October 28, 2020

Consent and Prevention

What is Consent?

Establishing and maintaining healthy boundaries allows us to feel comfortable in our friendships and relationships. How do you know where the boundaries are? You ask!

Consent ensures everyone is on the same page about what they want to happen. It is a proactive expression of what everyone is comfortable with instead of a reactive measure to what is already happening. Consent is more of a conversation about the decision-making behind actions than focused on the actions themselves.

Consent also involves respecting the other person’s wishes. If they say “no” or even if they said “yes” initially, but are now saying “no,” we do not have consent and must respect their personal boundaries. Nobody is obligated to give consent, even if they have in the past. “It’s important for all partners in a relationship to feel comfortable with what’s happening, every time it happens” loveisrespect.org.

Age-Appropriate Comprehensive Sexual Health Education

No one is too old or too young to think about what healthy relationships look like and feel like.

“Violent behavior often begins between 6th and 12th grade. Seventy-two percent of 13 and 14-year-olds are “‘dating'” (DoSomething.org). It has also been found that 1 in 10 high school students have experienced physical violence from a dating partner in the last year.

Understanding consent and bodily autonomy are two important parts of the conversation. Bodily autonomy refers to the inherent right for a person to govern what happens to their body. For young children, this could mean discussing what being a good friend looks like. Later this conversation could shift into how the youth would want a dating partner to treat them. In the teen years and beyond, questions may become about respect in relationships, treatment of partners, and healthy disagreements. For more conversation starters with youth, check out these Conversation Cards developed by Washington State Coalition Against Domestic Violence (WSCADV).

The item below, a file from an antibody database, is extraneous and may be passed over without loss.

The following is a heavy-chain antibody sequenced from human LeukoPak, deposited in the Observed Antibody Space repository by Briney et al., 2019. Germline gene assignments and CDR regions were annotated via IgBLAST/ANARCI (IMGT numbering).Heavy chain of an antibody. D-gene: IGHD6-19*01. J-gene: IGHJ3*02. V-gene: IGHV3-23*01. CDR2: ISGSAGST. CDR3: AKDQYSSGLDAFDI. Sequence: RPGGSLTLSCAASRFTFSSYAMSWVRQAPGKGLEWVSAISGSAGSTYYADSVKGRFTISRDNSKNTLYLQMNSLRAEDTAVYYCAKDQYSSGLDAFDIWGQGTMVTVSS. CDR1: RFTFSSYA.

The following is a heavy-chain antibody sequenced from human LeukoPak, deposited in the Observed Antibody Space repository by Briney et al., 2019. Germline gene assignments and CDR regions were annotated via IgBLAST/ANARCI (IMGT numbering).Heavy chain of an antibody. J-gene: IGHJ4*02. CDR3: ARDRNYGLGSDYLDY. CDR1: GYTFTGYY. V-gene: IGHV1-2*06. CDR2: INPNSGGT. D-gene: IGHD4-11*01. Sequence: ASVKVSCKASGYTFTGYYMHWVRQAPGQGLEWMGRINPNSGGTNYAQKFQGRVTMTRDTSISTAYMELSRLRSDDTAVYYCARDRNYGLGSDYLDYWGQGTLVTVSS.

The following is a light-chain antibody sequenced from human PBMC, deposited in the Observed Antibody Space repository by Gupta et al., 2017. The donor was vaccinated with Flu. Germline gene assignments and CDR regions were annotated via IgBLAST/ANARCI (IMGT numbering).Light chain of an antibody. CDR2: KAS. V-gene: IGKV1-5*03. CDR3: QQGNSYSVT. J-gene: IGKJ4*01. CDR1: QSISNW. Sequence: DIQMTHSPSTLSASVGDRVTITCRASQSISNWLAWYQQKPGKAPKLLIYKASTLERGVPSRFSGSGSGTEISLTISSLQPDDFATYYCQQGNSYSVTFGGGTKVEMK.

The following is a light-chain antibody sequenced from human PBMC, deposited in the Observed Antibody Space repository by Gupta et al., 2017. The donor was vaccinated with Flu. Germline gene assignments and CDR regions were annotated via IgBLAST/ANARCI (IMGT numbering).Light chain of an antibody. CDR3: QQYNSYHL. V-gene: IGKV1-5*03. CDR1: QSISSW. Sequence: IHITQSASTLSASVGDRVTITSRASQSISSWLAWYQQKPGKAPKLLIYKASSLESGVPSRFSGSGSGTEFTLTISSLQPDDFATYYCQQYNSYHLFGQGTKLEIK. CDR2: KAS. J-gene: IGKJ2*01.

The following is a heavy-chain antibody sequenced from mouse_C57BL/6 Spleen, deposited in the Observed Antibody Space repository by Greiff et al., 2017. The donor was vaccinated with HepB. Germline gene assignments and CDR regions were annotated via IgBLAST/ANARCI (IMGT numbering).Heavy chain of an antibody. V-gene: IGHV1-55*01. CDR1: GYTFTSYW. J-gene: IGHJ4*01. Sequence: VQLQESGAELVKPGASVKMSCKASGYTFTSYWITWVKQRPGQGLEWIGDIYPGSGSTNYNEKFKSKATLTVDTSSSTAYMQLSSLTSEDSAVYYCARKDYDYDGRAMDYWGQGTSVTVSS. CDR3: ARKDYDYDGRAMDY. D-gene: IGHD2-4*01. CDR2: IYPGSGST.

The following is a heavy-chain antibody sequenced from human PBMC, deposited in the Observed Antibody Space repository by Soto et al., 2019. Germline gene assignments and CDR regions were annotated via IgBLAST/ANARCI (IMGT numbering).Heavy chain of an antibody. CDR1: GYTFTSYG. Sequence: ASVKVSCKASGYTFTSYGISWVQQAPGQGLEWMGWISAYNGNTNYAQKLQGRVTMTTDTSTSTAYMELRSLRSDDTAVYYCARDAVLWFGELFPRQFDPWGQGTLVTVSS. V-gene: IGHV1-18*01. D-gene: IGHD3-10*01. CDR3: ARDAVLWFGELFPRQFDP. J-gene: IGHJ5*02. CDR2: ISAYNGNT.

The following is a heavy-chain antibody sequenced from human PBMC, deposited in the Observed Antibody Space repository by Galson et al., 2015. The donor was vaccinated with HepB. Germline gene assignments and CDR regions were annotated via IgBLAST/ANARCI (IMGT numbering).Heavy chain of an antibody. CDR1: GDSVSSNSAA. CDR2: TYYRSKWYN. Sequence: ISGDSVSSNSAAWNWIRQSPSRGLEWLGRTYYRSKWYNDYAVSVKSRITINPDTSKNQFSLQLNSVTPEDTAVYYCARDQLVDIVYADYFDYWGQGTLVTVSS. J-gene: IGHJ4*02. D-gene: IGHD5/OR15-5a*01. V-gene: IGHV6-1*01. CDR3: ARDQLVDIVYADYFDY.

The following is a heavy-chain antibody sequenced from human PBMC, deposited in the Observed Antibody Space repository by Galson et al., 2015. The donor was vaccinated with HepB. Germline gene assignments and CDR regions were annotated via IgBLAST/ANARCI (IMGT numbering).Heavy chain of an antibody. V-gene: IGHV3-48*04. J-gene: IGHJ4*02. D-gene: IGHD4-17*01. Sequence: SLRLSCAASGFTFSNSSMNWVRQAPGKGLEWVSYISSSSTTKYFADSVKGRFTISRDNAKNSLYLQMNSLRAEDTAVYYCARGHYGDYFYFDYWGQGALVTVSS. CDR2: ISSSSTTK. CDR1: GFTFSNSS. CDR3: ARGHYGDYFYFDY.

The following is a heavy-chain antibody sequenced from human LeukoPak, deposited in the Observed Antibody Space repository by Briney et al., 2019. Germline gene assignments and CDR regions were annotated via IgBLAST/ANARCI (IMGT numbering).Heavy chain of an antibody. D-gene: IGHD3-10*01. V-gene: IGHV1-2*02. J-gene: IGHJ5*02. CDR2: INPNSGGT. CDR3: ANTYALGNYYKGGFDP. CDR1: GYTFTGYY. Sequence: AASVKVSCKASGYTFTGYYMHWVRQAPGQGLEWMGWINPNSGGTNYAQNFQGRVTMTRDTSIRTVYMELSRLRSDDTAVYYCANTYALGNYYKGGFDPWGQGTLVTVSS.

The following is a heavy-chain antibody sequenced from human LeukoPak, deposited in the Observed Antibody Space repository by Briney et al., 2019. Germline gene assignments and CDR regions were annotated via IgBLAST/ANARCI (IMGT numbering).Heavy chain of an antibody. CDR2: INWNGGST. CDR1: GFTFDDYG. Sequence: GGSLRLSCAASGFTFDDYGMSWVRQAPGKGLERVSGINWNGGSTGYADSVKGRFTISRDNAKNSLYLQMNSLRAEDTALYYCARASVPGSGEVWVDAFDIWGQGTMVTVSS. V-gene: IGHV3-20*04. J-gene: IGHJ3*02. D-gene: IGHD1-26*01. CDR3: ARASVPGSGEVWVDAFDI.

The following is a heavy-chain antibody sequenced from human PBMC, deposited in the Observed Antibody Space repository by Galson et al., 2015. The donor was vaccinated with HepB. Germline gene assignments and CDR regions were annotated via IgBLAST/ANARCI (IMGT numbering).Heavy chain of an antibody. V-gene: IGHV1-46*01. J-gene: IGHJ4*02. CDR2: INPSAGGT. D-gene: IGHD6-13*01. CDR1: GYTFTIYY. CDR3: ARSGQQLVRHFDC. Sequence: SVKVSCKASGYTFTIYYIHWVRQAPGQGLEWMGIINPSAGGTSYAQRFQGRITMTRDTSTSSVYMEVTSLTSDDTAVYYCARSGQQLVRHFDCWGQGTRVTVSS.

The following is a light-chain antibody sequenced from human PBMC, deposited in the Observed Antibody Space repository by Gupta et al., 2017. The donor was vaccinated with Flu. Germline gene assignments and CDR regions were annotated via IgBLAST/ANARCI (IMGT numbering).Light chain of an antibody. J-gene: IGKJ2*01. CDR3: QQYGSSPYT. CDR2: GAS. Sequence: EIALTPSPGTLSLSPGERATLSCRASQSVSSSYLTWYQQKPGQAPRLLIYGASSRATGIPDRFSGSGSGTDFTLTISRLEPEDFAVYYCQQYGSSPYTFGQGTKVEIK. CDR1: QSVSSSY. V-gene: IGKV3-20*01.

This kind of comprehensive education helps teach youth to respect personal boundaries, how to ask for consent, and how to say and receive a “no.” It also gives them language, knowledge, and tools for discussing dating violence and other forms of abuse with a trusted adult.


Teens who have suffered dating abuse can experience long-term consequences like depression, anxiety, drug and alcohol use, eating disorders, violent behavior, and thoughts of suicide. “Youth who are victims of dating violence in high school are at higher risk for victimization during college,” according to the Centers for Disease Control and Prevention. Dating violence in adolescence can lead to experiencing or perpetrating intimate partner violence and sexual violence in the future.

Studies have shown that youth who receive quality comprehensive sexual health education are less likely to partake in risky sex behavior, experience unintended pregnancy, or contract a sexually transmitted infection.

To learn more about sexual health education as a preventive strategy for dating violence, visit SIECUS.org.

Youth Resources

By: Jemma Riedel-Johnson

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